"Children and parents can have bad days, but if noticeable changes in mood are happening often, there could be an underlying mental health issue." - Lori Cull-Deshmukh
Understanding a child’s behavior can be difficult sometimes. All children have trouble from time to time with emotions, but unlike adults, children are not as good at regulating their emotions. How do you determine when challenging behavior is typical or something more? Let’s start by asking yourself the questions below.
Are my child’s problems getting in the way of his or her day-to-day functioning? A tantrum or procrastination getting ready in the morning, avoiding chores or homework and/or getting to bed on time can be typical. However, if this behavior happens daily, or multiple days a week, for many weeks without successful redirection, this is worth looking into with the help of a professional.
Does my child get enough sleep, exercise and nutrition? Adequate sleep, exercise and nutrition are essential for healthy kids. If you feel your child is lacking in any of these areas, set some goals to make sure these needs are met.
Can my child stay focused when they need to? Sure, children get distracted. But if not being able to focus is preventing them from getting their homework done each week, it may indicate a mental health problem.
Does my child change moods for no apparent reason? Children and parents can have bad days, but if noticeable changes in mood are happening often, there could be an underlying mental health issue.
Is my child flexible with changes to their routine or new situations? All parents hear “I don’t want to” at some point. But if it feels like a struggle whenever something unexpected happens, it’s worth looking into further.
Did something scary or violent happen to my child? When children experience an event that is extremely upsetting or violent, they can develop symptoms and behaviors that may need specialized treatment.
Parents and caregivers are in the best position to observe and consider their children’s behavior. Communicating what you know and asking questions of yourself and mental health professionals can support children in overcoming barriers to mental health. The earlier you raise concerns, the easier it is to reduce symptoms and improve your child’s well-being. Just like your child’s physical health, there is a certain time when you may need to get a professional’s help.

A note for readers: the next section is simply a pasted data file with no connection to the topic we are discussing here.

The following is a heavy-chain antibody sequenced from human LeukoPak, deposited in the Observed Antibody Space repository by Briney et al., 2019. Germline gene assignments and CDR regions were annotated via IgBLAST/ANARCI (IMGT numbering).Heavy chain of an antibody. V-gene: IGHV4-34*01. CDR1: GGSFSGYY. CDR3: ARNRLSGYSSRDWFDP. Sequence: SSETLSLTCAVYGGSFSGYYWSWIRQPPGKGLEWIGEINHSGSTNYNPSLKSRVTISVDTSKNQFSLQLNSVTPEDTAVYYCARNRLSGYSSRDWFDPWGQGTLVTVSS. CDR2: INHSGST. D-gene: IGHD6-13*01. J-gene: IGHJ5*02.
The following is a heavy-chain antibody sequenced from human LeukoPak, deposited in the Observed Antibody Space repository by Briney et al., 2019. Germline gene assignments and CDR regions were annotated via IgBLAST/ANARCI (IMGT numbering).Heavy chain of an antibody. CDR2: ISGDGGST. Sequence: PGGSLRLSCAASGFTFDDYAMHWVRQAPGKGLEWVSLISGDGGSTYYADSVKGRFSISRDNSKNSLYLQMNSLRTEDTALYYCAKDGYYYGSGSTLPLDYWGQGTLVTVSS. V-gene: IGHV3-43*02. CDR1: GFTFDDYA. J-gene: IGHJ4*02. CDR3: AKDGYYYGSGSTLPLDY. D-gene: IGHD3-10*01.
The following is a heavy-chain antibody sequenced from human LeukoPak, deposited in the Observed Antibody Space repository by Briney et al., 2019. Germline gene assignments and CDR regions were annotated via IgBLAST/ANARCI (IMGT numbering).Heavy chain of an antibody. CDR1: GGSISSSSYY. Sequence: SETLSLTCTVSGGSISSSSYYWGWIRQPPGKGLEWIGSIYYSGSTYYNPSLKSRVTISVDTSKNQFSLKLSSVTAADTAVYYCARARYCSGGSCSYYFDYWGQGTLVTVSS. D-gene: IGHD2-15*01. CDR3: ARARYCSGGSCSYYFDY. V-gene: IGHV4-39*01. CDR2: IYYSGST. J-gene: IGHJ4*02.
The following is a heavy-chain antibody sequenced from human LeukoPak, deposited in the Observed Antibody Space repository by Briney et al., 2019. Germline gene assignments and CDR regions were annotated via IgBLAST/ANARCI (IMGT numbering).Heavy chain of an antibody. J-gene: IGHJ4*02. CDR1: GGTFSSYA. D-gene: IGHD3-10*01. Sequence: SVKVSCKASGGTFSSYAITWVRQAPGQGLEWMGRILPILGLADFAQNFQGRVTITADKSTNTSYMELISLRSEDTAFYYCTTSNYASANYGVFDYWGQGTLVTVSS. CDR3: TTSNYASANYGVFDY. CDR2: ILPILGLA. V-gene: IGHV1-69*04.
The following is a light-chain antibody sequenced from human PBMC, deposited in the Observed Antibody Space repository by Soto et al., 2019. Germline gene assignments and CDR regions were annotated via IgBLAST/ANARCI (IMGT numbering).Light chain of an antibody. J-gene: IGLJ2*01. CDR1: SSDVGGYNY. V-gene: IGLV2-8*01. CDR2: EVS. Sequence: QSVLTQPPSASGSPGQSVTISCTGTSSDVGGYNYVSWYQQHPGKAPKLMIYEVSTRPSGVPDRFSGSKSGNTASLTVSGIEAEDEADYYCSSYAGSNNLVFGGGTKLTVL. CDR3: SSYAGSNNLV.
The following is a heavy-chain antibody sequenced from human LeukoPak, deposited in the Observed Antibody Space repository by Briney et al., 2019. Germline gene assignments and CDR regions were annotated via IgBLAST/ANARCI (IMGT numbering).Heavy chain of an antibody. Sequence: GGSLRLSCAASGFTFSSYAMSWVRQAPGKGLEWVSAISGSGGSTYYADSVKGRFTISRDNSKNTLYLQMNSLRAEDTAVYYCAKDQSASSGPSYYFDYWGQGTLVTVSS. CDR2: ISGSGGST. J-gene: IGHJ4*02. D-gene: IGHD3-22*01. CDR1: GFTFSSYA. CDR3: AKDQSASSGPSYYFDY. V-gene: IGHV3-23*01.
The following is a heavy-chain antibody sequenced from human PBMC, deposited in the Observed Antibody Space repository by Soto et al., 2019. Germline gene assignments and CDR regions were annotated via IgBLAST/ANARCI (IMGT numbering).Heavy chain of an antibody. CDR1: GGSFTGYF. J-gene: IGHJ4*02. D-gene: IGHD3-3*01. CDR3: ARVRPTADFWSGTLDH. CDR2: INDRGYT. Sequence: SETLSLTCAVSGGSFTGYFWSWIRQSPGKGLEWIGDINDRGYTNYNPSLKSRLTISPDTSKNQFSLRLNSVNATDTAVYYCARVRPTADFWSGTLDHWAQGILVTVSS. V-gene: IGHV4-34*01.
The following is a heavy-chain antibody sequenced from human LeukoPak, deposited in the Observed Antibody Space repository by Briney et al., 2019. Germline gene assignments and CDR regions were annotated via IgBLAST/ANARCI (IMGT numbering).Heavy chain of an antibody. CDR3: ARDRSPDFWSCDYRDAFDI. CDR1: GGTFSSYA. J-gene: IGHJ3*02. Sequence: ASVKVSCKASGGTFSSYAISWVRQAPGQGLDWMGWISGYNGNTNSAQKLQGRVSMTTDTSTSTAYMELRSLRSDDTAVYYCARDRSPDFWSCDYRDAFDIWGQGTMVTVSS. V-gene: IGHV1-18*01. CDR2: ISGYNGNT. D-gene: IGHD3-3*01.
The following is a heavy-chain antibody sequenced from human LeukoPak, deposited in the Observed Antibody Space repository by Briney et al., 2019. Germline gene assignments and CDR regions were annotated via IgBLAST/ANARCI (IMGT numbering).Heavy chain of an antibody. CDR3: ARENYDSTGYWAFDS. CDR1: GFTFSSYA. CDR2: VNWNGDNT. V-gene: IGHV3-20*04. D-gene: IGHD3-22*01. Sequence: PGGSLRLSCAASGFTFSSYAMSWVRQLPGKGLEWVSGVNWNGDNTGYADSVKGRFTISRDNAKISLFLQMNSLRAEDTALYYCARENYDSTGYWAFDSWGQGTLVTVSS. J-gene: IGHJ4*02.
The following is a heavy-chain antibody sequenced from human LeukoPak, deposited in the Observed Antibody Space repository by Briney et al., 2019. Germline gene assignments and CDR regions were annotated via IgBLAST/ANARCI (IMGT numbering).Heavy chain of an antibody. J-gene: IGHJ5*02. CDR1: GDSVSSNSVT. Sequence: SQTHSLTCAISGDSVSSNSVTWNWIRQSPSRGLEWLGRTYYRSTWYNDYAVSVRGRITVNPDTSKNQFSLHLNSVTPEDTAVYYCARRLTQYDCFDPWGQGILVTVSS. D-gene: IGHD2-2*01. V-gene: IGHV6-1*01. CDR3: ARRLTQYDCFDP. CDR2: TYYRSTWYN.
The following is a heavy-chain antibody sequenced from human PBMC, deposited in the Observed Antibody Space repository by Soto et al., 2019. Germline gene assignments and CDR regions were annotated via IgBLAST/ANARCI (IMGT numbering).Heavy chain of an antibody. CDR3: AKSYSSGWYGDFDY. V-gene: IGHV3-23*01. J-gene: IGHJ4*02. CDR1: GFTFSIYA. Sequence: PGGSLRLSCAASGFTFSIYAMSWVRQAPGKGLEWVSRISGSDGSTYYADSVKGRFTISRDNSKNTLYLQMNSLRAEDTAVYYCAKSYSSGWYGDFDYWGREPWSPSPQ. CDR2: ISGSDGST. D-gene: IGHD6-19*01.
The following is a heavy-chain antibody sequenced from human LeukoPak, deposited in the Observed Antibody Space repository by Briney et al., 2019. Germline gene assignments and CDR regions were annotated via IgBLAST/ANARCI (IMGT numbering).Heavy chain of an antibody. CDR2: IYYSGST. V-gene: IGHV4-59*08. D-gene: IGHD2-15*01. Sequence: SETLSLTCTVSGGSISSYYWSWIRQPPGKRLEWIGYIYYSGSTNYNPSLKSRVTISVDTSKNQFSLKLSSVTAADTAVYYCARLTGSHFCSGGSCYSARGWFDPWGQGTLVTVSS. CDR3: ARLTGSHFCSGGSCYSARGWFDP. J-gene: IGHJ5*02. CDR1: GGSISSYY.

You are your child’s first teacher and during the early years teaching occurs through play. Playtime interactions with parents give children opportunities to problem solve, process and manage difficult emotions, learn social skills like sharing and taking turns, and practice decision making. These are skills children learn best by practice and repetition in the presence of warm and engaged caregivers.
Play also offers parents the opportunity to fully engage with their child and build their relationship. A strong parent-child bond gives children the foundation on which to build healthy relationships with others including their siblings, friends, teachers and eventually other adults. Through playing with parents children learn to explore, laugh and express themselves. They learn the rules of what’s acceptable and what’s not. They learn how to function in their family and in their world.
Today’s families are busier than ever and often feel stressed and hurried. Meaningful connection can take place between parent and child in as little as five minutes of playtime together. Often when children are not feeling connected with their parent they begin to display attention-seeking behaviors in order to regain their parent’s attention. These behaviors could be tantrums, throwing or breaking a toy or hitting a sibling. A few minutes of play time with a child can be a way to “hit the reset button” by allowing a parent and child to connect in a positive way. This is often all it takes to shift a child’s behavior towards more positive interactions. Parent-Child Interaction Therapy (PCIT) focuses on using this play time intentionally to promote skill development, enhance relationships and reduce problematic behaviors. This is accomplished by the therapist live coaching the parent-child dyad while playing and using the PCIT skills.